"[Chargers DL coach Wayne Nunnely] and I got along really well," Page said. "I met Coach Schottenheimer, the general manager [A.J. Smith] and the strength coaches. Basically, I just met everybody."
While he was there, Page underwent a thorough examination by Chargers' team doctors that lasted nearly two hours.
"The physical was the biggest thing," Page said. "They did an EKG, they drew my blood, did X-Rays, they looked at my teeth; they did everything. I think I did fine. There were no real problems. So I think I'm pretty healthy."
Page said he spent a great deal of time with Nunnely and found his coaching style strikingly similar to that of UNC assistant Kenny Browning.
"They have the same thoughts on technique and how to play on certain plays," Page said. "That's why they were looking at me. They like my fundamentals. They think that I can be a fit there."
Along with all his full-time duties of coaching spring practice and recruiting, Browning was instrumental in helping Page prepare for the draft.
"He owes Kenny Browning a giant thanks for improving his technique and assisting him this spring, and with all the time and help he provided Chase coordinating video and information for interested NFL teams," his father, Tony, said. "Regardless of the outcome on draft day, it would be great to acknowledge Coach Browning for taking the time to help a graduated player during what is one of the busiest times of the year for him."
Page also credited former UNC assistant Hal Hunter, who left to become San Diego's offensive line coach last February, for "putting in a good word" for him and helping set up the visit.
Page turned in strong performances during Pro Timing Day in Chapel Hill on March 21. He measured and weighed in at 6-foot-4 ¾ and 296 pounds, completed 28 reps of 225 pounds and ran a ‘4.9-forty.'
"That was a little slow for Chase, but equaled the fastest forty for a DT at the combine," the elder Page noted. "He also recorded a broad jump of nine feet and 11 inches – one inch farther than State's super Mario [Williams] jumped at the combine."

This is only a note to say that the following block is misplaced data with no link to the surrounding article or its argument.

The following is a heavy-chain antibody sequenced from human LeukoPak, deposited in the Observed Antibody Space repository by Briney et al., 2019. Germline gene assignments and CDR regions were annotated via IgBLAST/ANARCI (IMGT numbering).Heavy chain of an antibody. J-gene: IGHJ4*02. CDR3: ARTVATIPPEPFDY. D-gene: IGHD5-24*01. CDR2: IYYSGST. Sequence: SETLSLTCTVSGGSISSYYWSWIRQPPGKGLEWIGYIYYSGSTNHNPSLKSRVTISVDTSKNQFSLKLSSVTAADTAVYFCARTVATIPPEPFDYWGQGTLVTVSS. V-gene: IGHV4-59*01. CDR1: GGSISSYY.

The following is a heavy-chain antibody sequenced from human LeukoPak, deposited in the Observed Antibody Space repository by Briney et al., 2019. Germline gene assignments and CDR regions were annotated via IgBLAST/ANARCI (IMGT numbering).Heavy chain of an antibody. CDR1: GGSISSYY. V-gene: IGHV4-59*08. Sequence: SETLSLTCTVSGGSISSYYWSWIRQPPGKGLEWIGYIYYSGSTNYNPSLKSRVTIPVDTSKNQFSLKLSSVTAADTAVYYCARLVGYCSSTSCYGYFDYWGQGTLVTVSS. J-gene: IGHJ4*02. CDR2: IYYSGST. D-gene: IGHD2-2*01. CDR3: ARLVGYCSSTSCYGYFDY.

Page also scored a 29 on the Wonderlic test – well above the league's average.
After starting his college career as a tight end, then moving to guard; Page finally found a home on the defensive line, switching over to defense during the spring prior to his sophomore season.
Since then he started every game at either tackle or end – with a year off as a medical redshirt in 2004 when he tore a tendon in his left hand.
In three complete seasons, Page had 123 tackles, 16 tackles for loss and 6.5 sacks. He was also a vocal team leader – on the field and in the locker room - and a key cog in the revival of a UNC defense that went from the laughing stock of the ACC in '02 and '03, to one of the league's stingier units in Page's senior campaign.
Somewhere in the highlight reel the Page family and Browning gathered for NFL scouts, there's a clip of him chasing down Virginia quarterback Marquis Hagans last October.
Clinging to a 7-5 lead with less than two minutes to play, the Cavs had possession at the Tar Heels' 36-yard line and needed just a few more yards to set up a game-winning field goal attempt.
But Page flushed Hagans out of the pocket, forcing him to heave an errant pass that was tipped by Cedrick Holt and picked out of the air by Trimane Goddard to effectively end the game.